By the way, do these photos look a little grainy to you? Maybe the 7 would take better ones? Screw it, I’m jumping in line. Send pizza. Or Whole Foods.
It seems silly now to imagine that some of us groused about the opening of a “Mini-Mall” in the Realform Girdle Building– it just seemed so yuppie-ish and suburban and right there on Bedford and North 5th, like the places we’d escaped to get to New York. If you can image, “gentrification” wasn’t yet a watchword.
But by 2001, along with the Verb Café (RIP, well sorta– there’s a Verb 2.0 in Greenpoint) and the Internet Garage (read: before email was on your phone, you’d stop by here to “Get high on speed!!!11” as their Facebook page advises), you could stop by Mikey’s Hookup and play ping pong while picking up a guitar cord.
Last fall, when El Beit went the way of Verb Cafe and closed on Bedford Avenue, we worried the seven-year-old coffee shop might give way to more artisinal soap. “That’s the thing,” former El Beit barista Chris Miller told us. “We found out that apparently some of the other offers [for the space] were a bunch of high-end boutiques. I think one was a glasses store and we were just like, ‘Yeah, because four isn’t enough, we need five separate high-end eye-glass stores, maybe another haberdashery and we’ll be all set– we can just start doing costumes every day.”
The dream of the ’90s is alive on Bedford Avenue.
Williamsburg recently got Soho-esque retailers like Levi’s, G-Star, Scotch & Soda, and Ralph Lauren, but they’ve all been on side streets. Which makes it notable that Dr. Martens, the once favored boot brand of punk rockers and grunge poseurs, is coming to the main strip. The DM logo is now up at 193 Bedford Avenue, the long vacant Tasti D-Lite space that briefly housed the Lola Star holiday pop-up. A Dr. Martens rep tells us there’s no hard date yet, but the store should open “most likely end of February.”
It was one of the last vestiges of a bygone Williamsburg– a grungy, cavernous little coffee shop with worn-down wood floors and a lifetime of coffee grounds seemingly plastered onto every surface. Verb Cafe, which opened in 1999, was nothing fancy– no one went there to get a pour-over or fawn over bespoke beans with tasting notes. But when the place closed in June 2014, there was more than a bit of sadness (which was compounded when life imitated every joke ever told about Brooklyn hipsters and the coffee shop was replaced by an artisanal soap boutique with handmade, organic cupcake soap).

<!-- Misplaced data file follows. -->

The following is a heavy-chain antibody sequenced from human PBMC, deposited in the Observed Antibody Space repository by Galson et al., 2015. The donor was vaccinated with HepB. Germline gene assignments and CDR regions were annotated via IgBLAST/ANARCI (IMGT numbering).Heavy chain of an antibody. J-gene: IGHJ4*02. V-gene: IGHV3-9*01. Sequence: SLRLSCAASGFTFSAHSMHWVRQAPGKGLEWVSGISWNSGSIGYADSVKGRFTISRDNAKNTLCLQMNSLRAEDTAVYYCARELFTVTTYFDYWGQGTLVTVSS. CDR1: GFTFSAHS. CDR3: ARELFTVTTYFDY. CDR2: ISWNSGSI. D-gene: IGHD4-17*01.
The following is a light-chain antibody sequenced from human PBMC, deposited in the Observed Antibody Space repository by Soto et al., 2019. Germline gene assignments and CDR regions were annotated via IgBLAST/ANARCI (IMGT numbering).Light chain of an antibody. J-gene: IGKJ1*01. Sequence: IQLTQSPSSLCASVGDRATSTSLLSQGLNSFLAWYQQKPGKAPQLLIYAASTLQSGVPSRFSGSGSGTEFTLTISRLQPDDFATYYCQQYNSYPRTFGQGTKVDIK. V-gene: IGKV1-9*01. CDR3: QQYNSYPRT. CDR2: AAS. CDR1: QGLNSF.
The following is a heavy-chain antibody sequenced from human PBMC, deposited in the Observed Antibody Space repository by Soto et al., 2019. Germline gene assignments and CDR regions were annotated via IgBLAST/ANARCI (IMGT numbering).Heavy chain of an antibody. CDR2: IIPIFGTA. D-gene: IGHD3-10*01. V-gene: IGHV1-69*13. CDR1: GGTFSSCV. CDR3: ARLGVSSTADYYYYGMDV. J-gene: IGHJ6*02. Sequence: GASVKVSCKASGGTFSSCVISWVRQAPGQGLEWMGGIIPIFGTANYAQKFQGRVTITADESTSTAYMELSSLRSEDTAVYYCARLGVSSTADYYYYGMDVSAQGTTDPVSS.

Schmackary’s, a Hell’s Kitchen cookie shop that has enough of a cult following that it’s the subject of a BuzzFeed list, is the latest Manhattan spot to open on (or just off of) Bedford Avenue. The cookie shop joins Meatball Shop, Dos Toros, Umami Burger, Sweetgreen, Davey’s Ice Cream, Joe’s Pizza, The Bean, and soon Gunz and Parm in turning Williamsburg’s main drag into a mini Manhattan.
With hotels, Airbnbs, and gifty boutiques popping up all over Williamsburg to serve an influx of out-of-towners, one has to wonder: how many people strolling Bedford Avenue at a given time are locals, and how many are tourists? To answer that question, we posted up outside of the Bedford station and polled over 300 passersby. Our findings: 1 in 3 people we spoke to were from outside of New York City (about half of those visitors were Europeans), while just 1 in 4 of them actually lived in Williamsburg. As one of Williamsburg’s many French tourists might say: “Mon dieu!”
We’re living in a golden age of public typewriters. For one thing, The Typewriter Project, which we first told you about back in April, has finally come to Tompkins Square Park, meaning that through July 19, weekdays from 3pm to 8pm and weekends from noon to 8pm, you can step into the cabin and type a poem that will be shared with the world right here. Meanwhile, for those who have performance anxiety and would rather have someone type a poem for them, there’s Lynn Gentry.
“That’s my chair honey.”
Rosemary Bleday reprimands a customer as he puts his hands on an empty chair at the end of the bar. Rosemary’s Greenpoint Tavern is packed to bursting with St. Patrick’s Day revelers, yet one chair remains tantalizingly open. It sits in a prime location, facing out on Bedford Avenue and providing a vantage point of the entire tavern. But Rosemary’s spot will always be Rosemary’s spot, like it has been for 60 years.